Identifying marine invasion hotspots using stacked species distribution models.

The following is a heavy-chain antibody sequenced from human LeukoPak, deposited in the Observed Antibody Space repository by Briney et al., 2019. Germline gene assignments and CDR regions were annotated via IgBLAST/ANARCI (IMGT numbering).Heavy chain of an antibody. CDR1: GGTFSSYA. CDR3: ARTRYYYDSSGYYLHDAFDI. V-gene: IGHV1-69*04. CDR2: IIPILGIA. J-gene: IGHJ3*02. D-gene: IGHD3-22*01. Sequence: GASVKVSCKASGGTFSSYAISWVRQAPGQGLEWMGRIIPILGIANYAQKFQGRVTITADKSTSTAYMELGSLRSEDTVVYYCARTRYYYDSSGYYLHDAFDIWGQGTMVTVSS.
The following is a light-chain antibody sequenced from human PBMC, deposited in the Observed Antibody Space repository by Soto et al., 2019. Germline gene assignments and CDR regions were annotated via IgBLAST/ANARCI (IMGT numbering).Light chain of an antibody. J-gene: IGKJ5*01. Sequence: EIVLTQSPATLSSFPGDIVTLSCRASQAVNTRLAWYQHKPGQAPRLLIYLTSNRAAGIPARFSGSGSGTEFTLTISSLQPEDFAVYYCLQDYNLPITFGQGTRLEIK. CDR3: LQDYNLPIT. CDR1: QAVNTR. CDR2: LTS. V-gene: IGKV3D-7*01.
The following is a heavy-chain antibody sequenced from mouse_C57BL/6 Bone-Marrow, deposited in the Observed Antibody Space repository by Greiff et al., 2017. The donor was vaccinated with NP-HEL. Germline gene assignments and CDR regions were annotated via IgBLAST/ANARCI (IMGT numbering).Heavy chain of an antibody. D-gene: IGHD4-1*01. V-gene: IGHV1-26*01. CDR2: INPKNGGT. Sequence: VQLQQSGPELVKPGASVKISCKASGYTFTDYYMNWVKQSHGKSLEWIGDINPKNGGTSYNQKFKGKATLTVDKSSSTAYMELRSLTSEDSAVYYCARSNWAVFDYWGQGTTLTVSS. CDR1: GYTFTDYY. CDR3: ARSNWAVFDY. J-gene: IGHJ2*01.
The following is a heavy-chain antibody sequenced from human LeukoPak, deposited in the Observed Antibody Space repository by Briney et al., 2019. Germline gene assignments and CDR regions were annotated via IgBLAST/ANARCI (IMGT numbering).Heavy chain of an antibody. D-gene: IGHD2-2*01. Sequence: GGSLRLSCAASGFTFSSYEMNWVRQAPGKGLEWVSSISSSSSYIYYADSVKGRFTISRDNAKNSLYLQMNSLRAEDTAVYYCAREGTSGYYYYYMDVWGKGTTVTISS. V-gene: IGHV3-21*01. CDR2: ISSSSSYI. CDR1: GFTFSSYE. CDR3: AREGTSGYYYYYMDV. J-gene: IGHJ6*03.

Early detection and management of aquatic invasive species requires identification of those areas most at risk of invasion (i.e., hotspots). Here we identify present-day and future hotspots of invasion risk for marine invertebrates and algae in nearshore habitats of the northwest Atlantic and northeast Pacific using more than 12 years of monitoring data in conjunction with other occurrence data and stacked species distribution models. The stacked species distribution models predicted the general patterns of observed invasive species richness in both study areas (Atlantic: r2 = 0.52, Pacific: r2 = 0.42). In the northwest Atlantic, we identified hotspots through much of Massachusetts, New Hampshire and southern Maine, and in several bays in southwestern New Brunswick and Nova Scotia. In the northeast Pacific, much of the southern Salish Sea was identified as a hotspot, as were a few areas along the outer coast of Washington and Oregon. Projecting our species distribution modelling results to 2075 (climate scenario RCP 8.5), we found that existing hotspots are likely to expand slightly in the Atlantic, while in the Pacific existing hotspots are predicted to shift or expand, new hotspots are likely to appear, and areas with few invasive species attaining moderate invasive species richness. Our results suggest that climate change will have larger effects on the distributions of our focal invasive species on the Pacific coast compared to the Atlantic. Resultant hotspot maps provide an integrated perspective and guidance to managers tasked with prioritizing locations for monitoring and implementing policy related to marine invasive species, with projected hotspots making planning for future changes in invasion risk possible.